As richly complex and brutal as the terrain it depicts, here is the mesmerizing, darkly original novel that heralded the arrival of Dennis Lehane, the master of the new noir—and introduced Patrick Kenzie and Angela Gennaro, his smart and tough private investigators weaned on the blue-collar streets of Dorchester.
A cabal of powerful Boston politicians is willing to pay Kenzie and Gennaro big money for a seemingly small job: to find a missing cleaning woman who stole some secret documents. As Kenzie and Gennaro learn, however, this crime is no ordinary theft. It's about justice, about right and wrong. But in Boston, finding the truth isn't just a dirty business . . . it's deadly.
Lehane's assured debut avoids several common first-mystery flaws before stalling on a less ordinary one. Patrick Kenzie and Angela Gennaro, two young, smart-mouthed Boston PIs, are hired by a trio of prominent macho politicians to find a State House cleaning woman who may have purloined some important ``documents.'' The pair quickly learns that Jenna Angeline has no documents. She does have a son and a husband who lead rival black street gangs, an angry sister and a photo of one of the pols with her husband in a hotel room. While helping Patrick, Jenna is gunned down in a hail of Uzi fire; gang war is quickly declared, and the two detectives aim for a plan that will avenge the innocent and punish the guilty. Lehane leaps right into the action; more gradually, we learn about Pat's abusive father, Angie's abusive husband and the attraction smoldering between the two principals. The light tone and whipsaw banter, however, can't carry the pace when the action later slows in this mystery that starts with a bang and goes on shooting-but doesn't hit the bull's eye.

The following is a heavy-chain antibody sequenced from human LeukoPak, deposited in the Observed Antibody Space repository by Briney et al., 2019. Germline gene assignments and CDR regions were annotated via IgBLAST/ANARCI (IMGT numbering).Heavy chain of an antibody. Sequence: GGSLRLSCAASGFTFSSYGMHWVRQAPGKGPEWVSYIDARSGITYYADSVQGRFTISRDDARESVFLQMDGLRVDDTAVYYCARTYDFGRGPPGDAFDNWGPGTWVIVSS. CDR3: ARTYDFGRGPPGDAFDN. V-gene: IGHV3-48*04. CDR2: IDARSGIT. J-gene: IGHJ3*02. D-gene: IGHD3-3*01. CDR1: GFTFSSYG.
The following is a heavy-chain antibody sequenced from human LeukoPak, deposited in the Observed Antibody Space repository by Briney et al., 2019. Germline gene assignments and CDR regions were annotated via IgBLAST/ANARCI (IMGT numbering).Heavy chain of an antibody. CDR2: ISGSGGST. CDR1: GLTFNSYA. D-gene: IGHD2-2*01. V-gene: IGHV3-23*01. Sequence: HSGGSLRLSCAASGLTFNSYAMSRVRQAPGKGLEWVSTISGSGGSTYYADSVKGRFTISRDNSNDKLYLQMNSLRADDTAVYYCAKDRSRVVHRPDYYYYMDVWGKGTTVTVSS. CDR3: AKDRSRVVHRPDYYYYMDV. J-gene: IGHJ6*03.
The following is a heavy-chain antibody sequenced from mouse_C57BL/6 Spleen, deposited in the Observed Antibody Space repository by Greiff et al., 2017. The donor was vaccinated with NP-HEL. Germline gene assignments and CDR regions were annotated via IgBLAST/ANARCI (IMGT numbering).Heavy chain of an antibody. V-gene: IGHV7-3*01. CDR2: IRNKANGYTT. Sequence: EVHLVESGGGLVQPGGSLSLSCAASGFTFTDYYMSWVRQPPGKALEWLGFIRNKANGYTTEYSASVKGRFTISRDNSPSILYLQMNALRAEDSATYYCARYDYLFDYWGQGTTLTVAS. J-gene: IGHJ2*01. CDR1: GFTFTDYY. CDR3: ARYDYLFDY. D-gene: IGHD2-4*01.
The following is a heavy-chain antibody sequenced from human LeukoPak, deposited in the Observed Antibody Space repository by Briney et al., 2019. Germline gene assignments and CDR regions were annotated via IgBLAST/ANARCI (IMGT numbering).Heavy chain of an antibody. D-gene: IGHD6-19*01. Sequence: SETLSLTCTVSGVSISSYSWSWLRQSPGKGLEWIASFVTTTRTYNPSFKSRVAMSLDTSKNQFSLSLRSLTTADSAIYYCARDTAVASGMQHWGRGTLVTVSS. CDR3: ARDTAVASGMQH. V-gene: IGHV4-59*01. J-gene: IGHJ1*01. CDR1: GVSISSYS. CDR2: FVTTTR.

Customer ReviewsSee All
Every other page was racist and about race. The author seems to hate black people
A Drink Before the War
I've read all of Lehane's books and enjoyed them all. I heartily recommend this mystery for it's good plot, good writing and good chacterization